He didn’t. At any height, Brees is an exceptional athlete. When he was 12 years old, Brees beat Andy Roddick, who was 9, in three tennis matches. (“That’s true,’’ Brees said. “Three out of four.’’) According to Golf Digest, Brees is a 3 handicap. When the Saints went bowling on a team function, Brees was the team’s best bowler. When the Saints played paintball on a team function, Brees was the best paintball player.

“Sometimes what is maybe mislabeled is his athleticism,’’ Saints coach Sean Payton said. “He’s a rare athlete. When you look at his foot agility, his release, his accuracy, and the fact that he has hands as big as mitts, he’s got a skill set that is perfect for the position. So on top of the hard work, and on top of all the things that you guys have read and written about - a lot which is true - he’s an amazing athlete.’’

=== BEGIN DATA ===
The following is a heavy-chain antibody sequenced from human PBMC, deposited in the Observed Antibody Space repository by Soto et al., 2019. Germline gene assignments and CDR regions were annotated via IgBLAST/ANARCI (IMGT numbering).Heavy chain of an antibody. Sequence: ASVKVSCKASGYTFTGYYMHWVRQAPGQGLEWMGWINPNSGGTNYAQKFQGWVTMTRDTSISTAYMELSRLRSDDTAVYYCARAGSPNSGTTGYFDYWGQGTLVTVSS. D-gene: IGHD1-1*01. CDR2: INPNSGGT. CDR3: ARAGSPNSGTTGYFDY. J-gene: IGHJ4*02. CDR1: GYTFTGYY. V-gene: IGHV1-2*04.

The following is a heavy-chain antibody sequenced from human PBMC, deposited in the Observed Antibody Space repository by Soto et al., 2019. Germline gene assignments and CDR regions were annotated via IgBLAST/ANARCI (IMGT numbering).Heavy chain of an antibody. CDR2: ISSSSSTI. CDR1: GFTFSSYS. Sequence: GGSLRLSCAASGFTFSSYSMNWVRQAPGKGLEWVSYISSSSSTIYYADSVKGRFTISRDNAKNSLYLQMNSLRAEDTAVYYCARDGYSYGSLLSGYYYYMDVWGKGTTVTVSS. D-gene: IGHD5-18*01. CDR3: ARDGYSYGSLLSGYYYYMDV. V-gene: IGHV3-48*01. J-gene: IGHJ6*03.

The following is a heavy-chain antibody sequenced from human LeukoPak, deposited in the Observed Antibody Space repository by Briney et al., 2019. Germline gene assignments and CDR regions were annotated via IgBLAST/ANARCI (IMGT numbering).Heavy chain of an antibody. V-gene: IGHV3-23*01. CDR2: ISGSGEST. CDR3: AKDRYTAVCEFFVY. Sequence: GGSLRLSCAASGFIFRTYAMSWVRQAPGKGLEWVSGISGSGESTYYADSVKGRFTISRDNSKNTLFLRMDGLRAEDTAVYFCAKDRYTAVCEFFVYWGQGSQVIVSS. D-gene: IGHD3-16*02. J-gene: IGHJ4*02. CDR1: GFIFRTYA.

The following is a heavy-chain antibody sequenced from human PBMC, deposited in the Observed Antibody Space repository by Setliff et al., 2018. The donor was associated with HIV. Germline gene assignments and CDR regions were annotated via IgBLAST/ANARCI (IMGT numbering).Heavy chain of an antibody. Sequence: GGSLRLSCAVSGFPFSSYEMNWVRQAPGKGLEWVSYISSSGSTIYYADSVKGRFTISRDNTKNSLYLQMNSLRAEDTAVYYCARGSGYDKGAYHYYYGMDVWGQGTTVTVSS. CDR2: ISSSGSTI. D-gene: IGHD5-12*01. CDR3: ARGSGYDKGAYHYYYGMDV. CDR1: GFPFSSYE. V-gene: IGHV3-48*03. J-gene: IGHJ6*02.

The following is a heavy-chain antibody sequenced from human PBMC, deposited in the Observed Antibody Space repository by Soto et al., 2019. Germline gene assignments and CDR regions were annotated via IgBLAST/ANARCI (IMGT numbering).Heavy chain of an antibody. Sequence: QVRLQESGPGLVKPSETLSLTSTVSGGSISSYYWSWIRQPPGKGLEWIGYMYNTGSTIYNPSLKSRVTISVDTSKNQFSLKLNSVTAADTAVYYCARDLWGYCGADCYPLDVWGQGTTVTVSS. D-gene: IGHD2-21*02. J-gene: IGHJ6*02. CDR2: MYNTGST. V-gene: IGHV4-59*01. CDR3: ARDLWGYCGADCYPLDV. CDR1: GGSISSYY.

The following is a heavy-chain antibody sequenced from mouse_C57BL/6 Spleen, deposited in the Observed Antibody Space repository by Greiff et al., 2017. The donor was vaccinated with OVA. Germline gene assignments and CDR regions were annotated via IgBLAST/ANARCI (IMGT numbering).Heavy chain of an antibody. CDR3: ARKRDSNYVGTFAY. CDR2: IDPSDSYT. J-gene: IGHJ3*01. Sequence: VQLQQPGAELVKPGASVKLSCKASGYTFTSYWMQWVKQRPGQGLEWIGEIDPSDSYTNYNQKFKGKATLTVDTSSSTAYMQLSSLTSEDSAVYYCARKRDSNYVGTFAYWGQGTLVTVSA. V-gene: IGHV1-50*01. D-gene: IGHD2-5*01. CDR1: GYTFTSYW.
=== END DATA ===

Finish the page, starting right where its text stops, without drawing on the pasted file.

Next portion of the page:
In offseason workouts, Brees focuses on his core and leg strength. Brees uses his midsection and legs to generate velocity on his throws, which allows him to throw from any position or on the run. The dexterity and agility allows him to find spaces to thread the ball between behemoth linemen and to his receivers.

Still, in the eyes and notebooks of evaluators for so long, Brees’s height obscured his athletic traits. His ascent to the league’s elite may alter opinions on the importance of height in a quarterback. But then, the reliance on measurable attributes may be ingrained.

“The stronger you are, the higher they draft you,’’ said 49ers legend Joe Montana, who lasted until the third round largely because he is 6-2. “They lose sight of, can you make the throws and can you play the position? You might look like steak but taste like chicken. But still, you’re going to get drafted high because that’s the way they test.’’

“It’s hard to evaluate quarterbacks,’’ Brees said. “So much about it is here and here.’’

While he spoke, sitting on a riser surrounded by cameras and microphones, Brees pointed to his head and then touched his heart, smiling as if he has always known something the rest of them never will.

Adam Kilgore can be reached at akilgore@globe.com.